(Nagorno-) Karabakh – The Danger of Getting Used to a Conflict

(Nagorno-) Karabakh – The Danger of Getting Used to a Conflict

Creator: Guram Tsibakhashvili. All rights reserved.

From the outset, Germany’s chairmanship of the OSCE, in 2016, promised to be fraught with sizable challenges. One of these challenges came from the recent developments in the South Caucasus, which demonstrated with renewed force that national boundaries in the post-Soviet space, and thus the security situation, are still far from stable. Despite the proximity and urgency of the threat to European security, the EU has struggled with an effective response to the political and military crisis in Ukraine, and the war in its Eastern regions, following the annexation of Crimea by the Russian Federation in 2014. Now, the conflict, which has flared in the South Caucasus around Nagorno-Karabakh between Azerbaijan and Armenia serves as a reminder that there are other regional conflicts that demand Europe´s attention, and Europe’s response will be no less important than in the case of Ukraine. Since the conflict over Nagorno-Karabakh has often been termed ‘frozen’ or ‘dormant’, it has created an illusion that not much has been happening on the ground in the recent past.   

The 2013 OSCE annual report records that 5 civilians and 32 servicemen were shot and wounded in 2012, and another 14 servicemen were killed. According to the latest available OSCE report, throughout 2014, ‘authorities reported violations of the ceasefire agreement on an almost daily basis.’ In the recent so-called 4 day war the casualties have been heavier: 60 servicemen have died in the fighting, while the likelihood of greater civilian casualties is also high.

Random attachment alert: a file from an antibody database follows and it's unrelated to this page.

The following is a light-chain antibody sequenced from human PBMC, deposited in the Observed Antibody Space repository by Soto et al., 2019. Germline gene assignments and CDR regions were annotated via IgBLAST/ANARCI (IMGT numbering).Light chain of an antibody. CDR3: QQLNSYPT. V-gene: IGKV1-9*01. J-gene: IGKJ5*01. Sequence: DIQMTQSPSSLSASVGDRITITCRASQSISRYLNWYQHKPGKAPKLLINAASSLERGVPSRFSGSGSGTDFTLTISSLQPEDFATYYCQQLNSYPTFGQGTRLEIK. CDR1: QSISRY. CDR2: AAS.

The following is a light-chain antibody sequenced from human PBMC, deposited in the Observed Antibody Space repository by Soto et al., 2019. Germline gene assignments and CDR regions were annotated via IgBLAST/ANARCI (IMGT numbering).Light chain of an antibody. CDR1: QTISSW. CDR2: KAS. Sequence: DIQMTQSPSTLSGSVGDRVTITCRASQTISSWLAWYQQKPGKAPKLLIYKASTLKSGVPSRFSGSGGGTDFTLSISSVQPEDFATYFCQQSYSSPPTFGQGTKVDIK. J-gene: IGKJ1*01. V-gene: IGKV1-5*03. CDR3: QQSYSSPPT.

Recently, observers, like the Yerevan based analyst, Richard Giragosian, have also expressed concerns over the prospect that Russia might try to further stimulate tensions in Armenia and Azerbaijan in order to turn the conflict into a ‘hot war,’ in which it could gain even “greater leverage and latitude” over the region[1].

Origins of the Conflict

The Nagorno-Karabakh conflict, between Armenia and Azerbaijan, can be traced back to complex history of the Karabakh region in the pre-Soviet period, but the conflict was more or less dormant under the Soviet influence, between 1923 and 1991, when the area existed as an autonomous ‘oblast’ of the Azerbaijani Soviet Socialist Republic. As early as 1988, however, major disputes emerged, as the government of Nagorno-Karabakh formally expressed its will to unite with the Armenian Soviet Socialist Republic. As Thomas de Waal, a senior associate with Carnegie Europe, best known for his 2003 book Black Garden: Armenia and Azerbaijan Through Peace and War notes about the situation in Karabakh: “If I have a single phrase to sum up the cause of the conflict, it is “mutual insecurity” …neither Armenians nor Azerbaijanis trusted the other to guarantee their security and turned for protection to new nationalist politics and armed men from their own ethnic group”[2].

After the collapse of the Soviet Union, a full scale war broke out, lasting until 1994. Since then, Karabakh has been ethnically an almost exclusively Armenian territory; Azerbaijanis, who made up at least 20% of the total population of the region in the final years of the Soviet Union, left the territory and moved to Azerbaijan, which also created a tremendous humanitarian problem of  Internally Displaced Persons (IDP’s). No formal agreement about the status of Nagorno-Karabakh has ever been reached and, unlike Abkhazia and South Ossetia, which were formally recognized by Russia in 2008, the de facto Republic of Karabakh has not garnered recognition even from Armenia.